Nature:HER2 expression identifies dynamic functional states within circulating breast cancer cells.




Nicole Vincent Jordan, Aditya Bardia, Ben S. Wittner, Cyril Benes, Matteo Ligorio, Yu Zheng, Min Yu, Tilak K. Sundaresan, Joseph A. Licausi, Rushil Desai, Ryan M. O’Keefe, Richard Y. Ebright, Myriam Boukhali, Srinjoy Sil, Maristela L. Onozato, Anthony J. Iafrate, Ravi Kapur, Dennis Sgroi, David T. Ting, Mehmet Toner, Sridhar Ramaswamy, Wilhelm Haas, Shyamala Maheswaran & Daniel A. Haber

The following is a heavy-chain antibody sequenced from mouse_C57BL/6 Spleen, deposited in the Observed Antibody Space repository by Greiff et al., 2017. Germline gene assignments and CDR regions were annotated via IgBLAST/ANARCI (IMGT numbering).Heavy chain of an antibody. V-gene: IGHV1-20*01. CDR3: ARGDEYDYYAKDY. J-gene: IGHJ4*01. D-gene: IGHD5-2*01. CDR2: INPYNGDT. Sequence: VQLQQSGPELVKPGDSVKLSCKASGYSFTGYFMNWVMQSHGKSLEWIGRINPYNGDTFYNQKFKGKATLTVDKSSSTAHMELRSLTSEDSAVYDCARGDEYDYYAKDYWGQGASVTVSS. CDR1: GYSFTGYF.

Circulating tumour cells in women with advanced oestrogen-receptor (ER)-positive/human epidermal growth factor receptor 2 (HER2)-negative breast cancer acquire a HER2-positive subpopulation after multiple courses of therapy1, 2. In contrast to HER2-amplified primary breast cancer, which is highly sensitive to HER2-targeted therapy, the clinical significance of acquired HER2 heterogeneity during the evolution of metastatic breast cancer is unknown. Here we analyse circulating tumour cells from 19 women with ER+/HER2− primary tumours, 84% of whom had acquired circulating tumour cells expressing HER2. Cultured circulating tumour cells maintain discrete HER2+ and HER2− subpopulations: HER2+ circulating tumour cells are more proliferative but not addicted to HER2, consistent with activation of multiple signalling pathways; HER2− circulating tumour cells show activation of Notch and DNA damage pathways, exhibiting resistance to cytotoxic chemotherapy, but sensitivity to Notch inhibition. HER2+ and HER2− circulating tumour cells interconvert spontaneously, with cells of one phenotype producing daughters of the opposite within four cell doublings. Although HER2+ and HER2− circulating tumour cells have comparable tumour initiating potential, differential proliferation favours the HER2+ state, while oxidative stress or cytotoxic chemotherapy enhances transition to the HER2− phenotype. Simultaneous treatment with paclitaxel and Notch inhibitors achieves sustained suppression of tumorigenesis in orthotopic circulating tumour cell-derived tumour models. Together, these results point to distinct yet interconverting phenotypes within patient-derived circulating tumour cells, contributing to progression of breast cancer and acquisition of drug resistance.